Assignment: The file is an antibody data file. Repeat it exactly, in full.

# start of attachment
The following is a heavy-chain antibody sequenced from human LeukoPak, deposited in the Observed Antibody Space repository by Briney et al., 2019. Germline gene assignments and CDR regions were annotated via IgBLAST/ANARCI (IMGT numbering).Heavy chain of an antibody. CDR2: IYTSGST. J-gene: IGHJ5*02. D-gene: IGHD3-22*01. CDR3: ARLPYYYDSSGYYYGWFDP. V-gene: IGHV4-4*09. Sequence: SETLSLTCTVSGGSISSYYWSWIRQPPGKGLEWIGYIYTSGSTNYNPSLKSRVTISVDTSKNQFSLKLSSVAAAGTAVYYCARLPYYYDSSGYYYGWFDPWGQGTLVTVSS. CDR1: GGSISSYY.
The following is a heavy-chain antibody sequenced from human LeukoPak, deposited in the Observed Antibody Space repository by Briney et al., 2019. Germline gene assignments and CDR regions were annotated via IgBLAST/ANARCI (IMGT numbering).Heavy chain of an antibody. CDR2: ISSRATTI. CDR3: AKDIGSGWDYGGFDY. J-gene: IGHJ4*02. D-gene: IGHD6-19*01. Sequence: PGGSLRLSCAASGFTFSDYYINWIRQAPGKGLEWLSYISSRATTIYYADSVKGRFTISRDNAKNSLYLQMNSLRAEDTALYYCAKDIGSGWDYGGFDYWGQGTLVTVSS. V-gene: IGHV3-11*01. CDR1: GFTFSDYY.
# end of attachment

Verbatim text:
The following is a heavy-chain antibody sequenced from human LeukoPak, deposited in the Observed Antibody Space repository by Briney et al., 2019. Germline gene assignments and CDR regions were annotated via IgBLAST/ANARCI (IMGT numbering).Heavy chain of an antibody. CDR2: IYTSGST. J-gene: IGHJ5*02. D-gene: IGHD3-22*01. CDR3: ARLPYYYDSSGYYYGWFDP. V-gene: IGHV4-4*09. Sequence: SETLSLTCTVSGGSISSYYWSWIRQPPGKGLEWIGYIYTSGSTNYNPSLKSRVTISVDTSKNQFSLKLSSVAAAGTAVYYCARLPYYYDSSGYYYGWFDPWGQGTLVTVSS. CDR1: GGSISSYY.
The following is a heavy-chain antibody sequenced from human LeukoPak, deposited in the Observed Antibody Space repository by Briney et al., 2019. Germline gene assignments and CDR regions were annotated via IgBLAST/ANARCI (IMGT numbering).Heavy chain of an antibody. CDR2: ISSRATTI. CDR3: AKDIGSGWDYGGFDY. J-gene: IGHJ4*02. D-gene: IGHD6-19*01. Sequence: PGGSLRLSCAASGFTFSDYYINWIRQAPGKGLEWLSYISSRATTIYYADSVKGRFTISRDNAKNSLYLQMNSLRAEDTALYYCAKDIGSGWDYGGFDYWGQGTLVTVSS. V-gene: IGHV3-11*01. CDR1: GFTFSDYY.